[the lower third of a jar filled with pink, blue and black sparkles of varying sizes. A dinosaur buries it's head, like an ostridge, in the glitter]
[a table filled with a kettle, clear glue, glitter, glycerin, paper towels and empty jars. directions on how to make a glitter jar are posted above, on a red posterboard, which reads: How to make a glitter jar 1. pick a jar 2. put some hot(ish) water in the jar (see diagram) 3. put a bunch of glue in the jar 4. probably put some more glue in 5. add a dash of glycerin (we don't really know what this does, it's probably optional) 6. add your glitter! 7. mix / add more water / mix 8. make sure the lid is on tight in the corner of the poster, is a drawing of a jar, with relative measures of how much water, glue, glitter, and glycerin are needed. approximately half of the jar is full of water, the layer of glitter is a centimeter thick, and a quarter of the jar is glue (with a note that it may be more than a quarter, - this depends on how slowly you would like the glitter to fall - more glue, slower glitter fall) (additional instructions not included - glue on the lid if you like)]
We spent a lot of time curating sensory experience, by experiencing and considering how taste, smell, deep pressure, movement, touch, sound and visuals could be Mad encounters in our home. We shared hurt in our bodies, of pain, and of injury that prevents movement and it’s triggering effects. We brought foam rollers, and weighted balls, and spikey sensory toys to love our bodies up. Alexis invited us to have rags lying around “if/when we need to weep on the floor - then we can clean the spot where our heads need to lay weeping.” We considered the sensorial discomfort of germs and sticky hands and scented wipes. We felt. We taped plastic to the baseboards and it stuck to our bare feet as we painted as high as our fingertips could stretch.
Folding and cutting and gluing. Laying down, cushioned by spongy yoga mats in the pink glow of the tent. Bending and reaching and ripping and reading. Dirt under fingernails from digging in soil. Gently holding tiny plants with their roots exposed. Sometimes we invited sensation through the disruption or dislocation of physical spaces in our home. We shared about crossed brain wires, synesthesia: “orange is the color of three, and I hate threes” (dales). We played with synesthetic use of space: we spread food across the floor of the living room; the fridge was a site of nourishment, not of the food variety, but rather hosting our ‘wanted ads’ and ‘survival toolkit’; we collapsed bedrooms and offices; we talked to bananas in the bathroom; we displayed flowers in the dishwasher and invitations to shove dishes in the oven (to an audio-recorded proclamation of “shove it! good job!”). Born out of dragging mattresses into the kitchen, cooking naked, and having sick queer crip sex, we included a giant bean bag that took up the entire floorspace of the kitchen. As we (want to) do every day, we maddened our physical space, existed madly in our bodies (or out of them), and shared about ourselves, each other, and our worlds from these madly embodi-minded encounters.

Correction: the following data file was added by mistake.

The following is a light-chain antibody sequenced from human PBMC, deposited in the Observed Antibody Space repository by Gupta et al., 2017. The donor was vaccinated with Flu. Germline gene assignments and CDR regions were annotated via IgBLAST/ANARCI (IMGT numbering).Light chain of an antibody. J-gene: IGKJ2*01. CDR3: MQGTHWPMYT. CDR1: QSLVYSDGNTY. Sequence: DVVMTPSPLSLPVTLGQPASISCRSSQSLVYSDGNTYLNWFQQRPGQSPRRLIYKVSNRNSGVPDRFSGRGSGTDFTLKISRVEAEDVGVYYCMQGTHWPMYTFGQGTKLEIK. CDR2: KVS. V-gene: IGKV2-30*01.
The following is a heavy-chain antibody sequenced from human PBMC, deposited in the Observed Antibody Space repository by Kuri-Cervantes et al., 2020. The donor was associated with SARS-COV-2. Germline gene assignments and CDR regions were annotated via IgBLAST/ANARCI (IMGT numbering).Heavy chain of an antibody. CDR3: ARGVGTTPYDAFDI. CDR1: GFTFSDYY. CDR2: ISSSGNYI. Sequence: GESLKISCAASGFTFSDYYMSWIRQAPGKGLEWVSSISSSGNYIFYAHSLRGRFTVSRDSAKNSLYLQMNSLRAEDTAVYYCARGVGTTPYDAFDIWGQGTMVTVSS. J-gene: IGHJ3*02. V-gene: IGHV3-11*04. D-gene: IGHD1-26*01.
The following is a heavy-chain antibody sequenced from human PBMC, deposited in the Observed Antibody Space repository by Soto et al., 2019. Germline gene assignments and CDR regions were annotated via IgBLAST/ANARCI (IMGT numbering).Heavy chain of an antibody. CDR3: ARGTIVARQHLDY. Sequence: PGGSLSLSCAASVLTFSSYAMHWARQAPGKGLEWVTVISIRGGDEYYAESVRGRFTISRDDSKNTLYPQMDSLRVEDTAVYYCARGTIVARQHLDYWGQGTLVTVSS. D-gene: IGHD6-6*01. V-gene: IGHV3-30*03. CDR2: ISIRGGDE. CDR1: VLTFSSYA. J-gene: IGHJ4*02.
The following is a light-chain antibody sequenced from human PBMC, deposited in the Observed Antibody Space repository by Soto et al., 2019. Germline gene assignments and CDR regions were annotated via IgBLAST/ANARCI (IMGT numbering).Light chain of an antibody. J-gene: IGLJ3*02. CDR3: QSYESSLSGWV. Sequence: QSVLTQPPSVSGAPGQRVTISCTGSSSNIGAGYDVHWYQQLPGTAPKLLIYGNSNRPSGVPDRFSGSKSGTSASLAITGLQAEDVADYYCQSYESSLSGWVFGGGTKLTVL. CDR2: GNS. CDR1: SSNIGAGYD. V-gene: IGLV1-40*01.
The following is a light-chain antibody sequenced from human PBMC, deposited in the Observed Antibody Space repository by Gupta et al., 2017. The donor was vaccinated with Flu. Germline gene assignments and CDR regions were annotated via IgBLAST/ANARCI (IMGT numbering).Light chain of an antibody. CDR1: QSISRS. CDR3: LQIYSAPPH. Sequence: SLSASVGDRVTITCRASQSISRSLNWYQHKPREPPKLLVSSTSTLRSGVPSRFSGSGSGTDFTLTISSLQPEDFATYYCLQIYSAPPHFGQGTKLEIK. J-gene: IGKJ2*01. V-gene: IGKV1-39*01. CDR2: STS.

[a circular glass table on a red(ish) deck sidewalk chalk, bubbles, gardening gloves, transplanting pots in a rainbow array of colors, a purple watering can, and plastic containers with tiny sprouted plant babies: lavender, basil, oregano, thyme, and black pansies]
To me, the Mad sensory worlding done in Mad Home is what Ahmed (2017) calls a “sweaty concept: another way of being pulled out from a shattering experience” (p. 12-13). Ahmed writes: "A concept is worldly, but it is also a reorientation to a world, a way of turning things around, a different slant on the same thing. More specifically, a sweaty concept is one that comes out of a description of a body that is not at home in the world. By this I mean description as angle or point of view: a description of how it feels not to be at home in a world, or a description of the world from the point of view of not being at home in it. Sweat is bodily; we might sweat more during more strenuous and muscular activity. A sweaty concept might come out of a bodily experience that is trying. The task is to stay with the difficulty, to keep exploring and exposing the difficulty…Sweaty concepts are also generated by the practical experience of coming up against a world, or the practical experience of trying to transform a world." (p. 13-14, emphasis added) We got sweaty in our work transforming our world. We invited others we trusted to get sweaty with us. We worked to acknowledge that trauma, and ‘mental’ distress, is in our bodies, of our bodies. In some instances, creating with and for trauma became more central than creating with and for madness (if these are even separable). We worked to make home for our trauma bodies. We invited sensory utopias that make space for trauma, and that sometimes offer embodied ways of being “pulled out from a shattering experience,” integrating healing and living through non-pathologizing and non-prescriptive sensory worlding (Ahmed, 2017, p. 12-13).